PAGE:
A diaper bag. Of course this was hard for me to see. But this is not about me. She said she enjoyed the activity and that's fine. I just wonder how the adults present could let her do this activity without sparing a single thought for what might be going through her mind, what she might be feeling. Did it even occur to them that this might be a sensitive activity for a child whose baby brother died? Nothing was said to us. I'm not worried about her feeling sad. That is unavoidable. My concern is that she feels alone and unsupported. Sometimes we don't feel more alone than when we're in a room full of people not acknowledging our truth. That is a terrible feeling and in my mind, causes more problems than feeling sad about something sad and having it acknowledged and supported. 

When I say "concern", what I really mean is fierce, gut-wrenching anger and sadness for what she is going through at such a young age, and how she will carry this burden her whole life. Just to be clear.

After I calmed down from all these complicated feelings, I suggested to her that on the next "empathy" day, we could go through the memory boxes I put together for the hospital (and still haven't delivered - this is proving harder than expected), and she could draw and cut out those items. She loved that idea and said, "We can do our own empathy program!" So now I'm inspired to do babyloss activities with her on those days. 

Yesterday we worked on this:

The items she drew are, from left to right, a candle, a knitted hat and blanket, a (disposable) camera and a journal. Later she added a drawing of a teddy bear. We talked about each of the items and how it might help someone whose baby has died. I'm hoping we can share this activity with some of our babyloss friends who are also raising bereaved siblings or cousins. The box is made of paper and was given to me by my dear friend Theresa, an amazingly empathetic person (and crafty too!). 

I wish my daughter could only learn about empathy from happy experiences. But she can't. Not anymore. 

Maybe some day the empathy program at her school will include a component where people can come into the classroom and talk about someone they love who has died, and help children learn about empathy in another context. Maybe the school will participate in other events such as Children's Grief Awareness Day. Maybe they'll stop spewing mindless platitudes like "Thinking positive means letting go" over the loudspeaker during morning announcements. For now, we are opting out of the empathy program out of respect for her feelings – not to “protect” her, because that is neither necessary nor desired, but because we believe that we are the best people to guide her in emotional literacy when it comes to grief, particularly the grief associated with stillbirth.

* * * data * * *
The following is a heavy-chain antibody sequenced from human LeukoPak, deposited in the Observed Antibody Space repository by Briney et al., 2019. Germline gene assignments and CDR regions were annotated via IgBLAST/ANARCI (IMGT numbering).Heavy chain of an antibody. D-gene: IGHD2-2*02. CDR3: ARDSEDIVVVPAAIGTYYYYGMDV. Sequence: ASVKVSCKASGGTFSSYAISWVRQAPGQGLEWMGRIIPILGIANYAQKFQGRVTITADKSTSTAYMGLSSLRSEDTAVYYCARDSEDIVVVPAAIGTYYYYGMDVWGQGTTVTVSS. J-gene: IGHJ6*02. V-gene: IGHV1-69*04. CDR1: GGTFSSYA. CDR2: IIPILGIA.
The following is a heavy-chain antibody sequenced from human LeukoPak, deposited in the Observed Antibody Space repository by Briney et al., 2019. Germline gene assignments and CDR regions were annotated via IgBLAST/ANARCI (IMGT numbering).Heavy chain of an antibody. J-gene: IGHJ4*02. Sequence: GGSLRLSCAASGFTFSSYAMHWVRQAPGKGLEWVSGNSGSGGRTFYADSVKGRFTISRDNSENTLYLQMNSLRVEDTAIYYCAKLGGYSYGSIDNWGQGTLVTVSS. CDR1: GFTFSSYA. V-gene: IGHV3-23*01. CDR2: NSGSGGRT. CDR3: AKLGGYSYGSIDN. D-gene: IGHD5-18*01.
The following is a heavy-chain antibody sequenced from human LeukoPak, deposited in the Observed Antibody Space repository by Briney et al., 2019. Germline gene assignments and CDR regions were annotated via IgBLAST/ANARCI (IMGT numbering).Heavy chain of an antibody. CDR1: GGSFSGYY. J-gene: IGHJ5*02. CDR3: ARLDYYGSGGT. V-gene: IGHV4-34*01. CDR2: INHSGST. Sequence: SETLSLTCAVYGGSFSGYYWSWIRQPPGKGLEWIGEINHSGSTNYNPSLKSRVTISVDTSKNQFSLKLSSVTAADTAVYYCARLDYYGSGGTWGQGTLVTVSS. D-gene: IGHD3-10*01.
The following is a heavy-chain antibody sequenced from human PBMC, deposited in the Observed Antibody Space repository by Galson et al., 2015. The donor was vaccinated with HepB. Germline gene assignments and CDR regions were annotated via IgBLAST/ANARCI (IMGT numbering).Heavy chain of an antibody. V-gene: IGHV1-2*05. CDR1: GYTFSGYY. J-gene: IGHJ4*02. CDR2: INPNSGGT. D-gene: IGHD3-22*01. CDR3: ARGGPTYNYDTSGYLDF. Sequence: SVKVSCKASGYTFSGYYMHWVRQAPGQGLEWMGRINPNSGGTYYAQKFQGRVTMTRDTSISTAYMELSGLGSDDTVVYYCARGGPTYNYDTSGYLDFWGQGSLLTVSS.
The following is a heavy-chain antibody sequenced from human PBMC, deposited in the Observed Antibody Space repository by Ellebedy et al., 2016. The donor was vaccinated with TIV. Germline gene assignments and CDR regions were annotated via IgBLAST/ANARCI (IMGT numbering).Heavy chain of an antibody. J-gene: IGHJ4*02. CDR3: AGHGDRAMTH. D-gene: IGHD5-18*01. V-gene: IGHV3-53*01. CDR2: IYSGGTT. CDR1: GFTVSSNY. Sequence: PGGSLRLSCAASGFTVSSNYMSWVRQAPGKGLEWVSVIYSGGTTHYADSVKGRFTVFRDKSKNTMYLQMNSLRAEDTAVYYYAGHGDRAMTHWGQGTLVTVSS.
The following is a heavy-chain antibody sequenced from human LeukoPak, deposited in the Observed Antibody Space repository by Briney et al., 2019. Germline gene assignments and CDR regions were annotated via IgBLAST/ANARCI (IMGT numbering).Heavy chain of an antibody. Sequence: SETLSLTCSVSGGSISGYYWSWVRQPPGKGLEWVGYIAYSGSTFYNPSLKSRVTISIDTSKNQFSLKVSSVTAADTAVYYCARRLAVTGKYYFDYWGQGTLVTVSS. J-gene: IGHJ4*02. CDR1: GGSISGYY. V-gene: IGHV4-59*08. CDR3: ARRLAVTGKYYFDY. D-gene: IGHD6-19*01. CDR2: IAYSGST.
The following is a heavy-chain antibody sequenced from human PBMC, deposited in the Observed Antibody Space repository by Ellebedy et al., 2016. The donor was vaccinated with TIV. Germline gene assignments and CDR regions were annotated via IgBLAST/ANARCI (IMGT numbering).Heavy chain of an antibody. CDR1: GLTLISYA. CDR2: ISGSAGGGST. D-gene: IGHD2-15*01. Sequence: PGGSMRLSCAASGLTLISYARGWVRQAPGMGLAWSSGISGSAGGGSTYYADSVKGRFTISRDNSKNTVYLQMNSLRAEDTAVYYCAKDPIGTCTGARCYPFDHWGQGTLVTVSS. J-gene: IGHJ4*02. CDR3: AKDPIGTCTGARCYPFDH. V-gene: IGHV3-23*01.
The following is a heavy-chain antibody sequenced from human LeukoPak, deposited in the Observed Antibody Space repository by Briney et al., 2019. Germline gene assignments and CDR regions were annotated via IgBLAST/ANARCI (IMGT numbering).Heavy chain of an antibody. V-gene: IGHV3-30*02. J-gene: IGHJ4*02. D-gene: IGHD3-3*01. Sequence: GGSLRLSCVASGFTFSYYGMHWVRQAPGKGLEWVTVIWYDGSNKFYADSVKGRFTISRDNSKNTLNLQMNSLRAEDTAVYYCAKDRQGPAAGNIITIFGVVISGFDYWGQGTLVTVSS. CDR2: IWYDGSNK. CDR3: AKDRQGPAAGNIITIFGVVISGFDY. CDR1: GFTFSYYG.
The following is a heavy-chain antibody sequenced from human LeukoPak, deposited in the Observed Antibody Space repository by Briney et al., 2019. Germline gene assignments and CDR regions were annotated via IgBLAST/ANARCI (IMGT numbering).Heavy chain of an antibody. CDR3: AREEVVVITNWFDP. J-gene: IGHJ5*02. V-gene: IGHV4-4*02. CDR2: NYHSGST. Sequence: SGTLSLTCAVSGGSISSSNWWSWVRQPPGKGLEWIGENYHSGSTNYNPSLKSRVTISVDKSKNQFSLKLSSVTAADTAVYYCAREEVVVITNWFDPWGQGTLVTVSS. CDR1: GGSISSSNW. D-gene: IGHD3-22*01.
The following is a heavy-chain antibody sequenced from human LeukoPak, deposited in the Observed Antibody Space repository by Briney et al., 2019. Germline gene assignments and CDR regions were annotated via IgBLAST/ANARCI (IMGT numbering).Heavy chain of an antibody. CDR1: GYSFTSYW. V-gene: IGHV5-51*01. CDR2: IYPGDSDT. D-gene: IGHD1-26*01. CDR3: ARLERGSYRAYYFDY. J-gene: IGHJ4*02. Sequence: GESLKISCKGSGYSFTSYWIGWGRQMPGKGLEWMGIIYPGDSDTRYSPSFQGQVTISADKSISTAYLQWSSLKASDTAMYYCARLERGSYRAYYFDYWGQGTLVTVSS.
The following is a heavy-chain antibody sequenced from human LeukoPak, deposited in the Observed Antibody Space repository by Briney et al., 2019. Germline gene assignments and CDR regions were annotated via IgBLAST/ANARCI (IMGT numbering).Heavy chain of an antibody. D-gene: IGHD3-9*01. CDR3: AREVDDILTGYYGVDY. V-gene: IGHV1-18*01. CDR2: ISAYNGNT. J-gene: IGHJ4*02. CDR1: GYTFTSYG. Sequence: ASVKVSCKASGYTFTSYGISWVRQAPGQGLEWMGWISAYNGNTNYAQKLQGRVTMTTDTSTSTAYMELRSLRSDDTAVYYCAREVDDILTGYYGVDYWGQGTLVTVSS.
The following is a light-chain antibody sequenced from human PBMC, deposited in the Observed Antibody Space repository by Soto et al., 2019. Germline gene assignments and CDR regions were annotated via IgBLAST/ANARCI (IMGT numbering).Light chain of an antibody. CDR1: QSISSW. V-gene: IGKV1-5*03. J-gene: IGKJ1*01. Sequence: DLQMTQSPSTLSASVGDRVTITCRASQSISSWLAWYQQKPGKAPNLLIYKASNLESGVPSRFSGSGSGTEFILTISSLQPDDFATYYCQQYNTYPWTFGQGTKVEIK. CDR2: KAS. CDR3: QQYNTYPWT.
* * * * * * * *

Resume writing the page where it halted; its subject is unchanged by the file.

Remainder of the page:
I know I could be accused of putting my grief on her. But I reject that. She is her own person with her own feelings, which she is learning to identify and manage.  

In the 23 months since Toren was stillborn, we have learned so much. Both our children have been our teachers in this. When someone you love dies, your relationship with that person does not end. It takes on a different form. It is a painful, painful transformation. Our relationship with Toren has continued to change and grow. It's obvious to us that this is happening for our daughter too. It's important to us as parents to nurture that sibling relationship.

We live in a culture that does not seem to understand the simple concept that we grieve because we love. And children's grief is, I think, even more hidden than the grief of adults. On the same day we told our daughter our new baby was coming home, we had to tell her that he had died. It was the second hardest thing I've ever had to do. I know how that moment changed my life. I don't know all the ways it changed hers, but I know that it did. I truly believe that those who deny that children grieve (and especially grieve someone they supposedly "never met") are foolish and harmful, to put it mildly. On the surface, she seems like a joyful person, and she is. But it would be a mistake to assume that she does not grieve her brother in her own way, and will do so her whole life. All these things add to the challenge of raising a bereaved sibling. Life, grief and death, these things are complicated enough for an adult to try to understand. It's our job to gently guide her through that. We hope we are teaching her empathy, among other things, and surrounding ourselves with people who are also able to teach her, mostly by being empathetic themselves.

Check out what researcher Brené Brown has to say about the power of empathy, with some lovely animation by the RSA. I note that the example she uses is not a happy one, such as a living baby, but something sad that someone is going through. We watched it with our daughter, she loves it. 

Sunday, December 08, 2013

Toren's Tree 2013

We decorated Toren's tree today. We were commenting how the tree has changed from last year. We have seen the tree several times over the year but this was the first time since last year that we have handled it, looked at it closely, tended to it. It continues to grow and change. It felt good to know the tree better, to see the changes.

I like developing these traditions around him. I like having these deliberate ways of maintaining our connection to him. That connection can never be broken, however much anyone tries. I just don't want it to ever be hidden.

It's All Right To Cry

From the wonderful folks at Sesame Street, this is a good video with an important message for children - it's all right to cry. My daughter and I both got tearful watching it! It's also an important message for adults - it's all right to cry.